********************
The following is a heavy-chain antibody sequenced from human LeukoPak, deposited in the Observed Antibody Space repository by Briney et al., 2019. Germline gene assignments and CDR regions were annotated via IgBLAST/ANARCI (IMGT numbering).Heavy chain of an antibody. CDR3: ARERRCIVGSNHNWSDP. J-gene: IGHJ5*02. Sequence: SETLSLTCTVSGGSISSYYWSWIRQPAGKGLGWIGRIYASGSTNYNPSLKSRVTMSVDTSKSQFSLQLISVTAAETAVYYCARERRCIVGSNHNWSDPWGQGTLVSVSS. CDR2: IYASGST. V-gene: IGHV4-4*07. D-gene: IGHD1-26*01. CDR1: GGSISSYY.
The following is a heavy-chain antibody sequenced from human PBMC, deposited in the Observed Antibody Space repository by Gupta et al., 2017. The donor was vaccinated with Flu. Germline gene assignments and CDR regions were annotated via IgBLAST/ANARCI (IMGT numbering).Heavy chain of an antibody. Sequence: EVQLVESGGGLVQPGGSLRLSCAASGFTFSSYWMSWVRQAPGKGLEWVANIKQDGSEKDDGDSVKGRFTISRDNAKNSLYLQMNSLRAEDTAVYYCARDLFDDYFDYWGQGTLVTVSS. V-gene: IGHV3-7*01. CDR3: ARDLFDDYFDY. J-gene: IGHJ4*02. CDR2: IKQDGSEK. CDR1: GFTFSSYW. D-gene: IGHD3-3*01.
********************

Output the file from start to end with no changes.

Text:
The following is a heavy-chain antibody sequenced from human LeukoPak, deposited in the Observed Antibody Space repository by Briney et al., 2019. Germline gene assignments and CDR regions were annotated via IgBLAST/ANARCI (IMGT numbering).Heavy chain of an antibody. CDR3: ARERRCIVGSNHNWSDP. J-gene: IGHJ5*02. Sequence: SETLSLTCTVSGGSISSYYWSWIRQPAGKGLGWIGRIYASGSTNYNPSLKSRVTMSVDTSKSQFSLQLISVTAAETAVYYCARERRCIVGSNHNWSDPWGQGTLVSVSS. CDR2: IYASGST. V-gene: IGHV4-4*07. D-gene: IGHD1-26*01. CDR1: GGSISSYY.
The following is a heavy-chain antibody sequenced from human PBMC, deposited in the Observed Antibody Space repository by Gupta et al., 2017. The donor was vaccinated with Flu. Germline gene assignments and CDR regions were annotated via IgBLAST/ANARCI (IMGT numbering).Heavy chain of an antibody. Sequence: EVQLVESGGGLVQPGGSLRLSCAASGFTFSSYWMSWVRQAPGKGLEWVANIKQDGSEKDDGDSVKGRFTISRDNAKNSLYLQMNSLRAEDTAVYYCARDLFDDYFDYWGQGTLVTVSS. V-gene: IGHV3-7*01. CDR3: ARDLFDDYFDY. J-gene: IGHJ4*02. CDR2: IKQDGSEK. CDR1: GFTFSSYW. D-gene: IGHD3-3*01.